The state says Ohio schools are getting nearly $38 million in the first chunk of casino-tax revenue.
This is the first distribution to schools since casinos opened last year. The money is distributed on a per-pupil basis twice per year to more than 1,000 school districts and charter schools across Ohio. It works out to $20.93 for each of the roughly 1.8 million students.
The breakdown was announced Tuesday but the Ohio Department of Taxation. Schools receive 34 percent of the revenue, with 51 percent going to county government.
The Ohio Department of Education notified the Fairborn City School District yesterday that it will be placed in "a state of fiscal caution" next week and the Huber Heights City School District is also facing a similar designation. It would mean that the districts would borrow money from the state for operations which would need to be repaid.
An expanding program in clean and renewable energy at the University of Dayton is exceeding enrollment expectations and drawing students from around the world.
The program at UD has swelled to three times the school's expectations for enrollment since it was launched in 2009.
Among its 50 students, the program has three Fulbright scholars - a record for any one program at the university. Fulbright scholars are international students chosen for their academics and leadership potential.
2012 saw many education reforms in Ohio. . Students got new tests and requirements. Teachers got a new evaluation systems. Charter schools and universities saw changes as well. But as StateImpact Ohio’s Ida Lieszkovszky reports, the New Year will bring plenty of changes to the way the state’s schools are run.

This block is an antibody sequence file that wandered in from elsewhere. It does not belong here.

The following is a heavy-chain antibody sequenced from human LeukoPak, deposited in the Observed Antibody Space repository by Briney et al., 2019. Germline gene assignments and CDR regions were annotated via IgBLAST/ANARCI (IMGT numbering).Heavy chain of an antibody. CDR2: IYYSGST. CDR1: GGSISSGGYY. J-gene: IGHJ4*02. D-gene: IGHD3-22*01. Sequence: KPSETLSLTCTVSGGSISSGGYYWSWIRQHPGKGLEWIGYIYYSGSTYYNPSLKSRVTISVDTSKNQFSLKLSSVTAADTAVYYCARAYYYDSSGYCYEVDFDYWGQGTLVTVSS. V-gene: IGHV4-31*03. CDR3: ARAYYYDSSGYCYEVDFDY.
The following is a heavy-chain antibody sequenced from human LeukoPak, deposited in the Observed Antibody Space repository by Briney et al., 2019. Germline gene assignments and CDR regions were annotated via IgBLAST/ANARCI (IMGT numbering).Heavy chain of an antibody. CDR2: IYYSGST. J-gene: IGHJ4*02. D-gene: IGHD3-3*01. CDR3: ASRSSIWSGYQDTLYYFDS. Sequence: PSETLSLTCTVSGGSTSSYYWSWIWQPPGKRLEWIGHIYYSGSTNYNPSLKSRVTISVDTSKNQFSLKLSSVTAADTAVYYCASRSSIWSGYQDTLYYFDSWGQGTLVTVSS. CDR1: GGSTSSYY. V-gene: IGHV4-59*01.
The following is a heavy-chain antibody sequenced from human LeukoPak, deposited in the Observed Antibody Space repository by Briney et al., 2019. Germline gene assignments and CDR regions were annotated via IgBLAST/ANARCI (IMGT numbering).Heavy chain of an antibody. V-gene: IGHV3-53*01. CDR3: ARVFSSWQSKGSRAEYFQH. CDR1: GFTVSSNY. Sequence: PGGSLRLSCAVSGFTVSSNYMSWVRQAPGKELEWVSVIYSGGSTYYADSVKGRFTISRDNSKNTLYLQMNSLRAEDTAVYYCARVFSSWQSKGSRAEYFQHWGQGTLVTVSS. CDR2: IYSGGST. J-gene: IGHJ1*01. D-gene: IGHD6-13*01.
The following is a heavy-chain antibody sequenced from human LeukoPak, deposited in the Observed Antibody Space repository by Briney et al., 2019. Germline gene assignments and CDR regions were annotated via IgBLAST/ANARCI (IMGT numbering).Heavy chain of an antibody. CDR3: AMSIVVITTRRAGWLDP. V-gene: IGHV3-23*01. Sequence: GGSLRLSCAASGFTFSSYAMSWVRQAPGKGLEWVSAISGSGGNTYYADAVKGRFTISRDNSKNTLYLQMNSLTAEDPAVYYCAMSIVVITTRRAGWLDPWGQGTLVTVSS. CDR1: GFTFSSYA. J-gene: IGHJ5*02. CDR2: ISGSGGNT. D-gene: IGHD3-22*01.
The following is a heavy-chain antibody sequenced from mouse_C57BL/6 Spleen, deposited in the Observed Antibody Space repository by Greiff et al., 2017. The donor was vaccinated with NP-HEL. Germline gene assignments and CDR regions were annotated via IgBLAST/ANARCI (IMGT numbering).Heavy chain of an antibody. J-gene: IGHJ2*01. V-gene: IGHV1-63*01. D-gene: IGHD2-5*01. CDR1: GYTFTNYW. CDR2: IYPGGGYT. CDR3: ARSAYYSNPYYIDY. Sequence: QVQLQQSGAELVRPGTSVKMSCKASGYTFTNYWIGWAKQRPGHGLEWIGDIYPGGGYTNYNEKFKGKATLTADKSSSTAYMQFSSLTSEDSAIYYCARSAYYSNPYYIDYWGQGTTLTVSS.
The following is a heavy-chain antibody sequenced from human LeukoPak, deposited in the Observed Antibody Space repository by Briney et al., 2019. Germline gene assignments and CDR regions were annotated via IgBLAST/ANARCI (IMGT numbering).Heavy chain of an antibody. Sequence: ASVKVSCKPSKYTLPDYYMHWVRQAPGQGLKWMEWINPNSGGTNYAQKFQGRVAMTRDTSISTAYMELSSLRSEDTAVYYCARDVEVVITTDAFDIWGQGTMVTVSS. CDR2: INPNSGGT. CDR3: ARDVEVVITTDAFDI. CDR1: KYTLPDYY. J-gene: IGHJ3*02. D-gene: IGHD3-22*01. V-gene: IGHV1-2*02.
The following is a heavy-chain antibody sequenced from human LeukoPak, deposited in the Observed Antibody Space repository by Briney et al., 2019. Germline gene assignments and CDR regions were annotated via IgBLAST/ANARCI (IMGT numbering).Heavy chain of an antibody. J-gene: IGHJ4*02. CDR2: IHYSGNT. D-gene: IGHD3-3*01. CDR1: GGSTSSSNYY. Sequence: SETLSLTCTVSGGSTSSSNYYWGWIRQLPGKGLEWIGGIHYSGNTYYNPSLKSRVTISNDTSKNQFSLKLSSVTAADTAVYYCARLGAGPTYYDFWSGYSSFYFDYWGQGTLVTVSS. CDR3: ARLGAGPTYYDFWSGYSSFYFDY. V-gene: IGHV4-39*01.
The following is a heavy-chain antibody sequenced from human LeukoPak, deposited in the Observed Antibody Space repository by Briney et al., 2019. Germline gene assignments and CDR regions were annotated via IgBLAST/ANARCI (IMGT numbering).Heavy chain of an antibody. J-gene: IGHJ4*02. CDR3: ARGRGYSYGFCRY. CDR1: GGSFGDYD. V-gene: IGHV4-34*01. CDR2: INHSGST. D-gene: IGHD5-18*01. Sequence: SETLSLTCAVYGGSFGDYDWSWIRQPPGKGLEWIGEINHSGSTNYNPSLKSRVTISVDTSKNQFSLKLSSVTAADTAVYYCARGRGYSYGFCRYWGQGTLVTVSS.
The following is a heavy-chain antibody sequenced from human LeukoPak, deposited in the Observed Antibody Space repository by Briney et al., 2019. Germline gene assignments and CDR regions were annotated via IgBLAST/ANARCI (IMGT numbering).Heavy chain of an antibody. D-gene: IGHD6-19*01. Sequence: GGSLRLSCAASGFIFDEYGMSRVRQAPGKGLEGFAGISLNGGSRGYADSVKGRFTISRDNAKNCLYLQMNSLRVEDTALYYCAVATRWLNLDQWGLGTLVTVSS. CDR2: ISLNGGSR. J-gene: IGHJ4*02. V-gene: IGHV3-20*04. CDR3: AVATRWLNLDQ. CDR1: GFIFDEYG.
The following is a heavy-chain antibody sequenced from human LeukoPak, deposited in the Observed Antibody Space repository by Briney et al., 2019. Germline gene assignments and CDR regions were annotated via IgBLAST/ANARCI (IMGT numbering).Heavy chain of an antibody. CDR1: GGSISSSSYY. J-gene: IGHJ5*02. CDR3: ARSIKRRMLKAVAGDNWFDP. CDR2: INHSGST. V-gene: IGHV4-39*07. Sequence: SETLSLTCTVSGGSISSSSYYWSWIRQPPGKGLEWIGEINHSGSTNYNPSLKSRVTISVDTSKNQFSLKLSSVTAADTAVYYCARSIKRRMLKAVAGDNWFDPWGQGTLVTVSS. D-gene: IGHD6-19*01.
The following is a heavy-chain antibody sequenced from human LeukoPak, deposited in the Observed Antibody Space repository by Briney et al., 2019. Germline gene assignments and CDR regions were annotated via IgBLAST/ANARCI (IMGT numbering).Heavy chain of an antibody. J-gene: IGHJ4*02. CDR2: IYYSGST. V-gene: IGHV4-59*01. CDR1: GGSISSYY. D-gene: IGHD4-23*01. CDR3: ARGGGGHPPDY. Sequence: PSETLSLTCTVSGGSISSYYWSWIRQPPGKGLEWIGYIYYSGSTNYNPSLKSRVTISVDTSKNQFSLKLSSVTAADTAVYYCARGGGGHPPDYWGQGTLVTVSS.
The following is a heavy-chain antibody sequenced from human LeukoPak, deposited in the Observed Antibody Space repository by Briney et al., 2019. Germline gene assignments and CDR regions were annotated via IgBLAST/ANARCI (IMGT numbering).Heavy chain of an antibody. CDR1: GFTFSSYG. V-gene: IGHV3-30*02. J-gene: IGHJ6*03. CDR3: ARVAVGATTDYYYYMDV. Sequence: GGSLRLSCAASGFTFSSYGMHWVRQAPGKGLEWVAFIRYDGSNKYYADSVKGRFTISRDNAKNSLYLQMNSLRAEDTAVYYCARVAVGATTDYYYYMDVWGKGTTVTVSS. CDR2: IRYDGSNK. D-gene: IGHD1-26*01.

Ohio runs on a two-year budget, but that doesn’t mean off years are slow. Governor Kasich crammed in several education initiatives into his mid-cycle budget. Several other education bills passed the legislature. Among the new programs is the third grade-reading guarantee.
In May 2012, Harvard University and the Massachusetts Institute of Technology announced a partnership to offer on-line courses, free to anyone anywhere in the world. There is a historical resonance in MIT's involvement in the MOOC (massive open on-line courses) movement. MIT is a land-grant university and the announcement came during the 150th anniversary of the Morrill Land Grant Act which created the land-grants. Arguably the greatest democratization of higher education in history, the Morrill Act stressed that higher education should be practical and that it should be accessible. This month historian David Staley looks back over the 150 year history of this experiment in state-funded, democratic higher education.